Received my first ever artisan perfume sampler today from Olfactive Studio. Sniffing, studying the concepts behind each one, and making notes… I am such a perfume geek. I love it. When I received this pack, all I wanted to do was find a quiet time to myself (which means after I’ve tucked my kids in bed for the night) and then retreat to my room and sit there smelling and studying these perfumes. Absolute bliss. Some people love Class A drugs. Not me. Perfume is the ultimate indulgence for me. The ultimate “drug” for me if you like. There is nothing I’d wish more than to be transported through time deep into my imagination, with just a whiff of a well-crafted scent that evokes memories and emotions from far away in time. Sometimes a perfume can transport me back to places and times I will always look back upon. Bittersweet memories. My late grandmother whom I loved dearly and who was an inspiration to me more than my parents ever will… … All things irreversible, momentarily reversed with the whiff of a scent.

I only tested one of the perfumes tonight as I didn’t want to overwhelm my senses. A spicy, woody and slightly floral perfume called Lumière Blanche. I really love it. I was surprised to find out it had quite a spicy tone. I really like it. I think I’ve discovered a new perfume category I like – the spicy Oriental fragrance.

I got into artisan perfumes as I grew dissatisfied with most of the perfumes sold in shops. They are almost always of the floral/fruity category and it can get boring after a while. I was first introduced to the idea of real perfume – made with pure natural essential oils – in the mid 1990s – from my first visit to a newly-opened Aveda shop in Suntec City  when I was 17. There was this display case where all these different essential oils such as Sandalwood, Jasmine, Patchouli, Neroli, etc. can be found. I would go there during my lunch break (as I worked in the offices upstairs of the shopping mall) to sniff all the different oils and I’d become quite chummy with the lady who owned the shop there as a result. I also spent a good half of my monthly salary on essential oils too. I’d go home and burn them in my vaporiser. Always a few drops of my preferred oils, in a small dish of water, with a lit candle underneath to burn them and disperse the fragrance.  I used to drive my Design course classmates crazy with my essential oil burning… Some of them hated particular scents. I love every single one of them.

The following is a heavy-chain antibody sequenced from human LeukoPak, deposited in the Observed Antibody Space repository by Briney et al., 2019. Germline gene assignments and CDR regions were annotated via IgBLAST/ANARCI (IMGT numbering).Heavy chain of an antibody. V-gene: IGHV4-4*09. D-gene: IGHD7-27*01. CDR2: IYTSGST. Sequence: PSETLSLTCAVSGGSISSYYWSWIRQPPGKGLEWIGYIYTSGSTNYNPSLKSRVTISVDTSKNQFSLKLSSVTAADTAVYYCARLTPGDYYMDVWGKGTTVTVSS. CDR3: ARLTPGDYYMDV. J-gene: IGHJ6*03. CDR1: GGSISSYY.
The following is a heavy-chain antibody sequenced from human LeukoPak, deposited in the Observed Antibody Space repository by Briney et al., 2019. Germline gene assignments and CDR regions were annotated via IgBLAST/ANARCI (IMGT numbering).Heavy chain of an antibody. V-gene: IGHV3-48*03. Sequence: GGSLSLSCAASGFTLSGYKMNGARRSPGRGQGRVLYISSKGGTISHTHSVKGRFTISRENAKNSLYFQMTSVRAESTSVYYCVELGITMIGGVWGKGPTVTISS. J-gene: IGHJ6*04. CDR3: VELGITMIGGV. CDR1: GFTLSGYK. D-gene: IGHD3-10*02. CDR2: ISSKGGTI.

I’ve always had the dream of becoming a perfumer, but I never thought it would be worth my while saving up a lot of money to go to ISIPCA. *The* place to go to for anyone who has the ambition to become a master perfumer. The art of perfumery a bit like art isn’t it? It’s the sort of thing where there are far more graduates than there are jobs. It’s an expensive interest and hobby. The materials too aren’t cheap. I mean… just Google the price of a vial of 100% Tuberose absolute.

Sometimes I hate this pragmatism that I’ve somehow gained by osmosis from my upbringing in Singapore. I haven’t done badly in my life so far because I have a survival instinct – the Asian survival instinct – etched into my psyche. But I can’t say that I’m the happiest now because I chose pragmatism over chasing my dreams. Yet I’d always wonder what if I’d chased my dreams? Would I be flat broke, like many artist friends of mine have become?

I recently took up an Archaeology course on Coursera and I love it so much. I’d almost forgotten how as a little girl from the age of 8 to 12, I would borrow all the books on ancient Egypt and the Mayans and Aztecs that I could find from the library, and finish a book in a day because I didn’t want to put the book down. I was the odd one out. The geek. But somehow not really. I lack the requisite glasses and I have always been interested in fashion and music. In a way I didn’t care because I felt a great deal of joy every time I picked up a favourite book to read.

Anyhoo, I kind of forgotten about this once I grew into my teens. And now thanks to Coursera, I can pursue my closet interests again. I took a Songwriting course a few months back and thoroughly enjoyed it. I love music, I love lyrics… Music is my life and I cannot live without it. I know friends who just don’t listen to music daily, who don’t really care even if they don’t hear a single song in the course of a week or two. Well I could never live like that.

So last night, I finished watching all of the videos for Unit 1 of the Archaeology course in Coursera in like 2 hours flat, back to back. And I wanted more. Now the assignments are another thing. I just don’t think they are very interesting. I guess my idea of a great assignment is like going on a dig to Machu Picchu or the great pyramids of Egypt. Not trying to find out from the general public what they think archaeologists do… but I guess the scope of which the assignments can cover must be quite limited given that this is just an introductory course of sorts. I will be popping in to the student forums now to see if there are any interesting discussions to be had.